Haunt/ed/ing: Trauma as Permeation

The novels’ trauma archives are both haunted by the materials they contain and vectors of further hauntings for those who consume them. However, haunts are less individualized than that infectious trajectory might imply: the world that spawns the trauma archive is a haunted world containing the material traces of homophobia, racism, and sexism, among other structures of oppression. Cvetkovich argues that the archive of feelings integrates affects containing the sociopolitical dimensions of trauma, those that sprawl past the limits of a neoliberal therapeutic focus on personal ‘self-work’ (2003, 33); she gathers materials that “don’t look to either identity or the state as a means for the resolution of trauma” (16) and represent “trauma [as] affectively negotiated in culturally specific ways” (26). Kiernan’s novels similarly tread the fine line between social and personal hurts in their archives of lesbian trauma as vexed sites, full of “ephemeral and unusual traces” (8) and artifacts embedded with pain. As with Cvetkovich’s materials, The Red Tree and The Drowning Girl: A Memoir serve “as much to produce an archive as to analyze one” (8). The boundaries between the individual, the archive, and the social world are unstable; that instability creates a similarly unstable, unsettling archive.

Furthermore, the novels also propose ethical arguments about trauma archives and their effects on public culture, using the frame of haunting as a queer permeability that renders the self as much an archive as the texts. The belief in a coherent self with a normative cognitive grasp of the world, an observing subject that consumes or controls outside objects, collapses into a queer proliferation of knowledge(s) that continually contradict, superimpose, and reconstruct the self. The clearest intra-textual definition of haunting appears in a discussion of Imp’s fixation on Saltonstall’s “The Drowning Girl” as she writes,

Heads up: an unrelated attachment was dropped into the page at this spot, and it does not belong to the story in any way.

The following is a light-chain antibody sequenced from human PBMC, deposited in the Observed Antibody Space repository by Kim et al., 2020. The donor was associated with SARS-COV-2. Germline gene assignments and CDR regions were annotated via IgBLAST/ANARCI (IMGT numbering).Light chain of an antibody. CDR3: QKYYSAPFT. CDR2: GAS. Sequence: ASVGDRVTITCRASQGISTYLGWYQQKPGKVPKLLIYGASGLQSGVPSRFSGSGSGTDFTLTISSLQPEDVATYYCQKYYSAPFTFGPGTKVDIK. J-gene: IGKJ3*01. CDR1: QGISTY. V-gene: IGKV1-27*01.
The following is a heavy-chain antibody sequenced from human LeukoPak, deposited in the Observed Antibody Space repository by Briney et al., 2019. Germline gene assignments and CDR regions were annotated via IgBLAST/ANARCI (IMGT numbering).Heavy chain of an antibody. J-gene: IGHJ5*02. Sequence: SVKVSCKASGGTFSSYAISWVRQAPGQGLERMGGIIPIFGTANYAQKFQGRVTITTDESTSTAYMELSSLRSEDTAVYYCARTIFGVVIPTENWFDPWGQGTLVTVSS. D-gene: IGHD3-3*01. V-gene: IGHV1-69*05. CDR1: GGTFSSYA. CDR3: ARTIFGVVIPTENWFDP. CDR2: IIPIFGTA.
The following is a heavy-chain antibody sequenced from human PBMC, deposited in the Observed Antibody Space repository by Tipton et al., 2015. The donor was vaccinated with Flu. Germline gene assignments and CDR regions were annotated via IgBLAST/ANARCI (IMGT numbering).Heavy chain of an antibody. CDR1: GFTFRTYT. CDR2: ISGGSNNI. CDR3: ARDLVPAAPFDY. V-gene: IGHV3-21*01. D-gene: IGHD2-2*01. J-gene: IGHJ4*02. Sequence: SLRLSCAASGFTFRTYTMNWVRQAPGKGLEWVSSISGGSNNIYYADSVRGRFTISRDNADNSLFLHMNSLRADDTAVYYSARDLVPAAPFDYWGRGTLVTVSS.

Ghosts are the memories that are too strong to be forgotten for good, echoing across the years and refusing to be obliterated by time. I don’t imagine that when Saltonstall painted The Drowning Girl, almost a hundred years before I saw it for the first time, he paused to consider all the people it might haunt. That’s another thing about ghosts, a very important thing—you have to be careful, because hauntings are contagious. Hauntings are memes, especially pernicious thought contagions, social contagions that need no viral or bacterial host and are transmitted in a thousand different ways. A book, a poem, a song, a bedtime story, a grandmother’s suicide, the choreography of a dance, a few frames of film, a diagnosis of schizophrenia, a deadly tumble from a horse, a faded photograph, or a story you tell your daughter. […] Too often, people make the mistake of trying to use their art to capture a ghost, but only end up spreading their haunting. (2012, 12-13)

Imp also fears her own haunting manuscript propagating itself with the same irrepressible power. Another example she gives is the Suicide Forest. She argues “that all this trouble in the Sea of Trees didn’t begin until Seicho Matsumoto, a Japanese detective and mystery writer, published a novel, Kuroi Jukai (The Black Forest, 1960). In Matsumoto’s book, two lovers choose Aokigahara as the most appropriate place to commit suicide. And people read the book. And people began going to the forest to kill themselves” (88-90). While archival materials are often considered inert objects, haunting presents the archive as a creature of virality—a fitting association in a queer novel that deals deeply with mortality.